double substitution

In Tcl the words in a command are always exposed to two layers of interpretation: First, Tcl interprets them and prepares them as arguments to a routine. Second, the routine interprets those arguments according to its own principles. double substitution occurs when Tcl performs substitutions on original command and a routine then performs substitutions on the resulting arguments. Care is required in these cases to avoid errors, including vulnerability to injection attacks.

See Also

Brace your expr-essions
Since expr concatenates its arguments, passing one word enclosed in braces prevents Tcl from performing substitutions on the word. However, when composing a script programatically don't make the mistake though of thinking that braces turn any value into a list and thus give it the proper format to be substituted into the script.
Discusses proper quoting.
static syntax analysis
Analysing script content prior to its execution.


Tcl interprets each command in the following way: It parses the command, performs substitutions on each word in the command, expands any words marked for expansion, and then calls the routine named by the first word of this prepared command, passing the remaining words to the routine as arguments. The routine in turn might subject those arguments to further interpretation. For example, routines like eval and subst concatenate their arguments into a script to be evaluated and then pass that script back to Tcl for another round of interpretation and evaluation. expr, if, and while interpret their arguments according to the grammar of expr, resulting in another round of variable and script substitution . Double substitution refers to the substitution that happens in the course this further interpretation.

Double substitution can be useful but is more often the result of inadvertently neglecting to quote the arguments to expr, if, and while. static syntax analysis tools can be used to identify double substitution in a script.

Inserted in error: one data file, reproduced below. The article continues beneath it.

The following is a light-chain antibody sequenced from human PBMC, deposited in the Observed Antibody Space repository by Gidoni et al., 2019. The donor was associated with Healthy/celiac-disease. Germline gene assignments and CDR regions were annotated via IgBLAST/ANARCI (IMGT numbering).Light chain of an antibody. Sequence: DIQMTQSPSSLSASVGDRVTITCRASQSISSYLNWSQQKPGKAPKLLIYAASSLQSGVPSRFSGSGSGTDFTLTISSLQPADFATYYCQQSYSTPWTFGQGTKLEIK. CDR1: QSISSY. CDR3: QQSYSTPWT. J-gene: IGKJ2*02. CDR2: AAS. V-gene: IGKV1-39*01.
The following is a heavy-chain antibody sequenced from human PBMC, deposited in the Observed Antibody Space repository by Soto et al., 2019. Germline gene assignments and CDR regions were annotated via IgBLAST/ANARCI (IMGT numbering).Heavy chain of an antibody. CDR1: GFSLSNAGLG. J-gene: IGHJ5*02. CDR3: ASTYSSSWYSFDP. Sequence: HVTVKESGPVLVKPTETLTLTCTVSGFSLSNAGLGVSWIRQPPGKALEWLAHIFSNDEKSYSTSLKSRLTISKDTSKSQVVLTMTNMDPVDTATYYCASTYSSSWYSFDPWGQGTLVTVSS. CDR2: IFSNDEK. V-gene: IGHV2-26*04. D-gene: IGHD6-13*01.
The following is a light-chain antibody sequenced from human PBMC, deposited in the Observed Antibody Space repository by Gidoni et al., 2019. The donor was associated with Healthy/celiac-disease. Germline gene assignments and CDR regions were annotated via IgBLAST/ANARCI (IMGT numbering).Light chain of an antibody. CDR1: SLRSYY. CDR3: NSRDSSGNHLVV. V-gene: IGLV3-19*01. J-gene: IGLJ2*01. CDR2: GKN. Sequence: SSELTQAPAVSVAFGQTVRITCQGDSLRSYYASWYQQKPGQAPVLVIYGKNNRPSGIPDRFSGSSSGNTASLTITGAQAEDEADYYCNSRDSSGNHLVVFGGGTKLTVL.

If a single quoted expression is passed to if, while, and expr those routines can be much more efficient because the expression is parsed and compiled, and the resulting bytecode cached in the value for reuse.

Routines that interpret their arguments as scripts or expressions:

The second argument is a script to be evaluated later.
The second item of the first argument is a script.
concatenates its arguments into a script and evalutes it.
Concatenates is arguments into an expression, in which $ indicates variable substitution, and [ indicates script substitution. expr is an example of a routine whose arguments represent a distinct language embedded into a Tcl script, and that language in turn allows a Tcl script to be embedded into it. It's Linguaception.
The first, third, and last arguments are evaluated as scripts, and the second argument is evaluated as an expression.
The condition arguments are expressions and the body arguments are scripts.
The last argument as a script.
The last argument is a script to be evaluated.
Concatenates its arguments into a script and evaluates it.
The second argument is an expression and the third argument is a script.

Routines that perform their own particular interpreation of their arguments:

( accesses a variable in an array.
list itself doesn't treat its arguments as anything in particular, but it does format them into items in a list. In a list, \ " and { operate the same way they do in Tcl. Tcl is designed this way so that a list is a properly-formatted command.
regexp and regsub
Some arguments are regular expressions.
string match
*, ?, [, and \ have special meaning.

To use these routines correctly it is necessary to understand how they interpret their arguments, and then quote arguments to that routine accordingly. The standard rules of Tcl describe the syntax of Tcl, and each additional routine documents its own interpretation and treatment of its arguments.

Arguments to expr should almost always be quoted somehow so that Tcl doesn't perform any substitutions on them. Typically braces are the most convenient but any form of quoting that prevents substitution is sufficient. The same is true for the first argument to if and while, and for arguments of other routines as listed above. This is mentioned on the Tcl Style Guide page and is discussed a bit on A Question of Style.

One common mistake is to let Tcl substitute a variable:

set myString hello

#This doesn't work:
if "$myString eq {}" {puts {empty string}}

Tcl substitutes $myString, so the expression looks like this:

hello eq {}

hello is not quoted, which is an error because an expression requires strings to be quoted. The expression evaluator should perform the substitution instead:

set myString hello
if {$myString eq {}} {puts {empty string}}

A complex example

In the following example, there are many issues:

#warning: bad code ahead!
set myString "This is a string with \[special characters\}"
if $myString eq {} {puts {empty string}}

The value passed as an expression is

This is a string with [special characters} eq {}

, which makes no sense as an expression. Additionally, there is no corresponding right square bracket for the left square bracket that signals script substitution, and no corresponding left curly bracket for the right curly bracket.

The best course of action is to prevent the Tcl substitutions with curly braces:

if {$myString eq {}} {puts {empty string}}

Now the value passed as an expression is expression:

$myString eq {}

, which is syntactically correct.

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